Ivory, Gold, Diamonds, Copper, Enamel
The Victoria & Albert Museum
Let’s say you’re a wealthy prince in the Seventeenth Century. How will you pass your time? One of the least objectionable ways for princes, nobles and scholars to tick down the hours was to collect nifty and precious items like this, and, then, display them and talk about them with other princes, nobles and scholars. Often, these prized objects were commissioned, but, sometimes, they were hunted down for fun.
This ivory ship, is made all the more precious by the addition of gold, diamonds, enameled decorations and applied figures rendered in enamels. It’s certainly the kind of thing which would have appealed to a wealthy collector,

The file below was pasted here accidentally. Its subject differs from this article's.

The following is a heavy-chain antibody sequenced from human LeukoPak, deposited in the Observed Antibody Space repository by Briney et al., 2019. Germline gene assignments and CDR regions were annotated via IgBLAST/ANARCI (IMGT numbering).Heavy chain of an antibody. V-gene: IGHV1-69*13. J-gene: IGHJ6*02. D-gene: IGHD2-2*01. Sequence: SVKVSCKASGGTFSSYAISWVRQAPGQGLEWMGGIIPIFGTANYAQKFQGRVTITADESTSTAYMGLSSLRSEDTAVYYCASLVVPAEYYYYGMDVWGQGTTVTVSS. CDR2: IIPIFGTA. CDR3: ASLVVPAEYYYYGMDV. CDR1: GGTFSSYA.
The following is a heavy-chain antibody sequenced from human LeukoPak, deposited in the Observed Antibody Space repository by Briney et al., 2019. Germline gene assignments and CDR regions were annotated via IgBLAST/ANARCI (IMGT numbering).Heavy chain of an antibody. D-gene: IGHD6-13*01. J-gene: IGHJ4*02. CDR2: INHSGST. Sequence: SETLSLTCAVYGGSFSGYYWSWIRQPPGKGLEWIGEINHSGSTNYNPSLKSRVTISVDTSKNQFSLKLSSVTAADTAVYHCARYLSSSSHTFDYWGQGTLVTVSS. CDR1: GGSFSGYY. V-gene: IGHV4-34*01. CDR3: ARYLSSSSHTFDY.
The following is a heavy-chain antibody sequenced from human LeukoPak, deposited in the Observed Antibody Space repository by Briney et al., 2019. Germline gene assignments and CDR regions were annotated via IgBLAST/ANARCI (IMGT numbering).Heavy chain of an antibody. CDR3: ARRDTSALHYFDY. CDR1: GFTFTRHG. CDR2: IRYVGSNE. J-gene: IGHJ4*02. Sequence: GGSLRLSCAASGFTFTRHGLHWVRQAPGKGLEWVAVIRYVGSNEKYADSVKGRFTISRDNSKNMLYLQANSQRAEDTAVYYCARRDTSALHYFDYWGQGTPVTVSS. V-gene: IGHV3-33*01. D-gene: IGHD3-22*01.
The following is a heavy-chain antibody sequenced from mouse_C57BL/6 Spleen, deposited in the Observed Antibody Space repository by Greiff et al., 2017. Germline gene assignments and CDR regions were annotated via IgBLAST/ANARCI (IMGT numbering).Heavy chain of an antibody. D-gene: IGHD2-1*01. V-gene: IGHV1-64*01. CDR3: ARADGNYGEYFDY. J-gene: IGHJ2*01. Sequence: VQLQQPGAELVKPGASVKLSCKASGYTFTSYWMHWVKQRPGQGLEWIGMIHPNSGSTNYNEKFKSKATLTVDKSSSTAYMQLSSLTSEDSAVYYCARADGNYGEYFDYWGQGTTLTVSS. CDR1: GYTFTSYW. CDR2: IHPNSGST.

Sadly, we know nothing of the circumstances by which this model was commissioned. According to the V&A, “A similar, though larger, ivory and gold model frigate is preserved in the collections of the Dukes of Saxony, in the Green Vault at Dresden. The Dresden example (dated 1620) was made by Jacob Zeller for the Prince Elector Christian II of Saxony.”
Since this example is so similar to the one from the court of Christian II, we might guess that this one was commissioned as a companion to it. It was made sometime between 1620 and 1650.